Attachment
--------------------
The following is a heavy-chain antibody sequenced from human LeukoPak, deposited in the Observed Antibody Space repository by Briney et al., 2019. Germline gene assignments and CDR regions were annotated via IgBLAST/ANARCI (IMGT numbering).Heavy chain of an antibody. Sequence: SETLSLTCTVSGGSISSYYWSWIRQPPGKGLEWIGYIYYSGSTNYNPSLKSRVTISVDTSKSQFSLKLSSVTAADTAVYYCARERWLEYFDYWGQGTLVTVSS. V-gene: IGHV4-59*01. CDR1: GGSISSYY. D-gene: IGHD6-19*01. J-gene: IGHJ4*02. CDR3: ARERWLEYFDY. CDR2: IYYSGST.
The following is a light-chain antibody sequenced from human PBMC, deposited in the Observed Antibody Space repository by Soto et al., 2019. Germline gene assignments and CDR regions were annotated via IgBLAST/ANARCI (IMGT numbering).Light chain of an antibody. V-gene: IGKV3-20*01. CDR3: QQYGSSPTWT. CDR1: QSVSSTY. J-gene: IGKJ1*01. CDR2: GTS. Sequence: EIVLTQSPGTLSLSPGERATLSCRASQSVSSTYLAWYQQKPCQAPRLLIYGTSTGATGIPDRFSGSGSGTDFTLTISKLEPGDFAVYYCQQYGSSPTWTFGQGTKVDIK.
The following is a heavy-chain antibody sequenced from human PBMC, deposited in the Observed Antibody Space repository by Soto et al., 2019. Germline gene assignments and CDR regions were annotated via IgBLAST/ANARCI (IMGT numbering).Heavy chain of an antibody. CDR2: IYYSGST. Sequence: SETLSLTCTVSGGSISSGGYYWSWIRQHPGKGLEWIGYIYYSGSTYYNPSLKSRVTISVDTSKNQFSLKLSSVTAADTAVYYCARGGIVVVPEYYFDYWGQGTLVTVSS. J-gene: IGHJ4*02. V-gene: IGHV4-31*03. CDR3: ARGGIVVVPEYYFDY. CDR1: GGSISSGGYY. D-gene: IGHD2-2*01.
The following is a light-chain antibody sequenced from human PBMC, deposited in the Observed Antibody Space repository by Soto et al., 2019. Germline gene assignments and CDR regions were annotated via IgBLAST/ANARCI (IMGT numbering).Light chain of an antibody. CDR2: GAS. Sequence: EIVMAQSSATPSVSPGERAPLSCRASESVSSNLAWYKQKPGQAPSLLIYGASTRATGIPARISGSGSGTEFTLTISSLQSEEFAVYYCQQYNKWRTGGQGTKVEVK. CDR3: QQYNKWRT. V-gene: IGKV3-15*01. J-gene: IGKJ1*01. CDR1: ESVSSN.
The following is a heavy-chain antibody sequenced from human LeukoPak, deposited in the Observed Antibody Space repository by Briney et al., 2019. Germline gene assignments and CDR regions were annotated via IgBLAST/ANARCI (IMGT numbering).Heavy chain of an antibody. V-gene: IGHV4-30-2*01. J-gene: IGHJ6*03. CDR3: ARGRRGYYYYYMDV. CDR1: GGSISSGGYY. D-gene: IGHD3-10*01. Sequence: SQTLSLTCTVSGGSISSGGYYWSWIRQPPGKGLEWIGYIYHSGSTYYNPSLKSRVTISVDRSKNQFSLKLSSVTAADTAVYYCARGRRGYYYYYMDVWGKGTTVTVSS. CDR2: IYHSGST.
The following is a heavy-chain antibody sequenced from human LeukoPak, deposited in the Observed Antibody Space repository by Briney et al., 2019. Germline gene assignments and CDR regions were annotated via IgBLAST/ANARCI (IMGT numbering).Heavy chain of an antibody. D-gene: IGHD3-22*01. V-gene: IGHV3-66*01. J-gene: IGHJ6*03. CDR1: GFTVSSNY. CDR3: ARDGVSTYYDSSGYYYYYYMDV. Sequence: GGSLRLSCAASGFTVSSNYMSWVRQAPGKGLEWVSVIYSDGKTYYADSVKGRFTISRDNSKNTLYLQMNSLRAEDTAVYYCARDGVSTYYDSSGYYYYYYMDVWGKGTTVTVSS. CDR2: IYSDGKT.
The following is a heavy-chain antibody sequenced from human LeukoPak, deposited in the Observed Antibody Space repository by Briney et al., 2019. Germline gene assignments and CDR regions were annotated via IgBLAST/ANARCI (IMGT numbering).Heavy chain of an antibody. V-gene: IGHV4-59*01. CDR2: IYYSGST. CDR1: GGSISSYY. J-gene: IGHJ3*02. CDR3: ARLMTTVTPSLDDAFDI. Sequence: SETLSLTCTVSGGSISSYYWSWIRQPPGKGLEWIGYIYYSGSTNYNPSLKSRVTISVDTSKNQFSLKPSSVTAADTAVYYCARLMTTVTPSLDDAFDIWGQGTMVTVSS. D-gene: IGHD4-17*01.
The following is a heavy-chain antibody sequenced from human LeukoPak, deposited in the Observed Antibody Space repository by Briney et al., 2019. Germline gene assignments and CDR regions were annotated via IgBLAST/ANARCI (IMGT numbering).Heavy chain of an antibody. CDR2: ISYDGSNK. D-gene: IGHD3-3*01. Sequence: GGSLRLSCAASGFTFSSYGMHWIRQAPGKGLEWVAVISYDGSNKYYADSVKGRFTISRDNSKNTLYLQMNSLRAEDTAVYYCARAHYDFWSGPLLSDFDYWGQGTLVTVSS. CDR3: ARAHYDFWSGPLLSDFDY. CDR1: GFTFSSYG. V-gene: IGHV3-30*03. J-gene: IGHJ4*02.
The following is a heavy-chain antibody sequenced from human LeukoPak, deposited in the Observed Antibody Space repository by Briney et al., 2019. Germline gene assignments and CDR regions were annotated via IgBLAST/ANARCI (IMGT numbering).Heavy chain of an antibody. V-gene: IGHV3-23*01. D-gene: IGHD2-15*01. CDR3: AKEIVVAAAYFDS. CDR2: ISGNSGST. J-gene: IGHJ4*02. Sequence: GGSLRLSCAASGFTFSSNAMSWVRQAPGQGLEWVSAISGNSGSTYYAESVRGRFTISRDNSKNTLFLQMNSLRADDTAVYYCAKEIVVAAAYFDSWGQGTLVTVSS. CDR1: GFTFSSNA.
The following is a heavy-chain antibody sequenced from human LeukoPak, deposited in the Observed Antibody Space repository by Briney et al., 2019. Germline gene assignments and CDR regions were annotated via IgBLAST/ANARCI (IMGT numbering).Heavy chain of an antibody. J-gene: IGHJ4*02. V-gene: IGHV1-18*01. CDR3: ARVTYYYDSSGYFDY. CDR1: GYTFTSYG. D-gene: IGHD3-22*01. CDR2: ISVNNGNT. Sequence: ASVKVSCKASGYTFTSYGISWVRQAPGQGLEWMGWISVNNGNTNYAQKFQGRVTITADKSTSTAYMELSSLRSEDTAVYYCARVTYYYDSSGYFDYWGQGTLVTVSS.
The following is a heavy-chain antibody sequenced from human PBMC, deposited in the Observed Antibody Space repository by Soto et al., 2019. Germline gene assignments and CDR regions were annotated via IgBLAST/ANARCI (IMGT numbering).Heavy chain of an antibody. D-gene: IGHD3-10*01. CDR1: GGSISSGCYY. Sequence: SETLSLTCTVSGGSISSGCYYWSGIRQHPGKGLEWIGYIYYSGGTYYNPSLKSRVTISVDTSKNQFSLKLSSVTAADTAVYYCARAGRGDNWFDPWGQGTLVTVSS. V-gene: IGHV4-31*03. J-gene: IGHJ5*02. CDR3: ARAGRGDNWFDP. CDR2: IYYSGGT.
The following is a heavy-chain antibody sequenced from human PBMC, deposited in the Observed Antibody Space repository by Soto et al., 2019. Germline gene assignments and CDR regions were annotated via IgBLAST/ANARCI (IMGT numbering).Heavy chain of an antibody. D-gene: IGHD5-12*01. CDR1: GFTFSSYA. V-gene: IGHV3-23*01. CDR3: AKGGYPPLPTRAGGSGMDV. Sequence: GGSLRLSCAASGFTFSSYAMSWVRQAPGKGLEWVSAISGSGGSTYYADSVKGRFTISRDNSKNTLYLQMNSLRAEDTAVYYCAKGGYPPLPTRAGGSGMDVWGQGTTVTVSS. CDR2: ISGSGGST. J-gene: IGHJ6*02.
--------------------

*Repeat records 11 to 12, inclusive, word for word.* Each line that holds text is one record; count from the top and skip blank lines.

The following is a heavy-chain antibody sequenced from human PBMC, deposited in the Observed Antibody Space repository by Soto et al., 2019. Germline gene assignments and CDR regions were annotated via IgBLAST/ANARCI (IMGT numbering).Heavy chain of an antibody. D-gene: IGHD3-10*01. CDR1: GGSISSGCYY. Sequence: SETLSLTCTVSGGSISSGCYYWSGIRQHPGKGLEWIGYIYYSGGTYYNPSLKSRVTISVDTSKNQFSLKLSSVTAADTAVYYCARAGRGDNWFDPWGQGTLVTVSS. V-gene: IGHV4-31*03. J-gene: IGHJ5*02. CDR3: ARAGRGDNWFDP. CDR2: IYYSGGT.
The following is a heavy-chain antibody sequenced from human PBMC, deposited in the Observed Antibody Space repository by Soto et al., 2019. Germline gene assignments and CDR regions were annotated via IgBLAST/ANARCI (IMGT numbering).Heavy chain of an antibody. D-gene: IGHD5-12*01. CDR1: GFTFSSYA. V-gene: IGHV3-23*01. CDR3: AKGGYPPLPTRAGGSGMDV. Sequence: GGSLRLSCAASGFTFSSYAMSWVRQAPGKGLEWVSAISGSGGSTYYADSVKGRFTISRDNSKNTLYLQMNSLRAEDTAVYYCAKGGYPPLPTRAGGSGMDVWGQGTTVTVSS. CDR2: ISGSGGST. J-gene: IGHJ6*02.